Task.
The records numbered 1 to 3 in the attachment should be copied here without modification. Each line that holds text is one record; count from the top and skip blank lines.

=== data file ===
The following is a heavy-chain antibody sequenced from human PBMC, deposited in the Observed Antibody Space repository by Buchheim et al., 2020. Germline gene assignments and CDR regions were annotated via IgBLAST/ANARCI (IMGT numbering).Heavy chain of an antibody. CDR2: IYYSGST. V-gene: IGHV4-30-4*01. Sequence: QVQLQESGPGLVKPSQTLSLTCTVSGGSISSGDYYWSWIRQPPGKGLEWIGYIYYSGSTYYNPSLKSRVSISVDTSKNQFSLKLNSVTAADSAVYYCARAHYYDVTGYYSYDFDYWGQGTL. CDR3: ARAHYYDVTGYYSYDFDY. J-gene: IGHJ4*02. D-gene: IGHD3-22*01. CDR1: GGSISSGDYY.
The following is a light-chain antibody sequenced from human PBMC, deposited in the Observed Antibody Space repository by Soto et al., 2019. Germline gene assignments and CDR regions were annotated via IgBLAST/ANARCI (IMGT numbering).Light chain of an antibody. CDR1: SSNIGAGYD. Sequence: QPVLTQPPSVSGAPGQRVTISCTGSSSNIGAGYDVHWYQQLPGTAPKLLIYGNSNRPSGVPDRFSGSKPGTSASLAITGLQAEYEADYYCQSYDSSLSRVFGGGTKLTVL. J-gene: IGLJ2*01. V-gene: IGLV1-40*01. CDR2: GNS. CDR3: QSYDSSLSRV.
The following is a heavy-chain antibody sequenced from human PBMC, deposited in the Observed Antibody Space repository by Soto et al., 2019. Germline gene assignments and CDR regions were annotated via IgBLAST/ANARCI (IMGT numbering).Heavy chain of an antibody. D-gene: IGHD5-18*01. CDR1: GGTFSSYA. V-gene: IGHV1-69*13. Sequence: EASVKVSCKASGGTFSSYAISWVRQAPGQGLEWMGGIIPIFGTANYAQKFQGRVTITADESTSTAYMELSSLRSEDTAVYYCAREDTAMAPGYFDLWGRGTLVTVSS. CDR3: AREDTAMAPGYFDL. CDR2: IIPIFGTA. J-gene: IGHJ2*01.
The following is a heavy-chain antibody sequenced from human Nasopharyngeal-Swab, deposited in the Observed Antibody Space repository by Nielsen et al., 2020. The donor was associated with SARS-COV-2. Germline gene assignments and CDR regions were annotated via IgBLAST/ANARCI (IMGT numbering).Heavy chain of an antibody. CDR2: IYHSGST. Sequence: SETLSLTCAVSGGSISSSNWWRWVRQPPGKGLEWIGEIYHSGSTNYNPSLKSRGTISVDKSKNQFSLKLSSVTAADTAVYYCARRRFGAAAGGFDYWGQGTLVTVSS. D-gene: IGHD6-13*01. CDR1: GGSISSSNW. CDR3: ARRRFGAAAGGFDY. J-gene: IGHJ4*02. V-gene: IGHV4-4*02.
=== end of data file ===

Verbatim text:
The following is a heavy-chain antibody sequenced from human PBMC, deposited in the Observed Antibody Space repository by Buchheim et al., 2020. Germline gene assignments and CDR regions were annotated via IgBLAST/ANARCI (IMGT numbering).Heavy chain of an antibody. CDR2: IYYSGST. V-gene: IGHV4-30-4*01. Sequence: QVQLQESGPGLVKPSQTLSLTCTVSGGSISSGDYYWSWIRQPPGKGLEWIGYIYYSGSTYYNPSLKSRVSISVDTSKNQFSLKLNSVTAADSAVYYCARAHYYDVTGYYSYDFDYWGQGTL. CDR3: ARAHYYDVTGYYSYDFDY. J-gene: IGHJ4*02. D-gene: IGHD3-22*01. CDR1: GGSISSGDYY.
The following is a light-chain antibody sequenced from human PBMC, deposited in the Observed Antibody Space repository by Soto et al., 2019. Germline gene assignments and CDR regions were annotated via IgBLAST/ANARCI (IMGT numbering).Light chain of an antibody. CDR1: SSNIGAGYD. Sequence: QPVLTQPPSVSGAPGQRVTISCTGSSSNIGAGYDVHWYQQLPGTAPKLLIYGNSNRPSGVPDRFSGSKPGTSASLAITGLQAEYEADYYCQSYDSSLSRVFGGGTKLTVL. J-gene: IGLJ2*01. V-gene: IGLV1-40*01. CDR2: GNS. CDR3: QSYDSSLSRV.
The following is a heavy-chain antibody sequenced from human PBMC, deposited in the Observed Antibody Space repository by Soto et al., 2019. Germline gene assignments and CDR regions were annotated via IgBLAST/ANARCI (IMGT numbering).Heavy chain of an antibody. D-gene: IGHD5-18*01. CDR1: GGTFSSYA. V-gene: IGHV1-69*13. Sequence: EASVKVSCKASGGTFSSYAISWVRQAPGQGLEWMGGIIPIFGTANYAQKFQGRVTITADESTSTAYMELSSLRSEDTAVYYCAREDTAMAPGYFDLWGRGTLVTVSS. CDR3: AREDTAMAPGYFDL. CDR2: IIPIFGTA. J-gene: IGHJ2*01.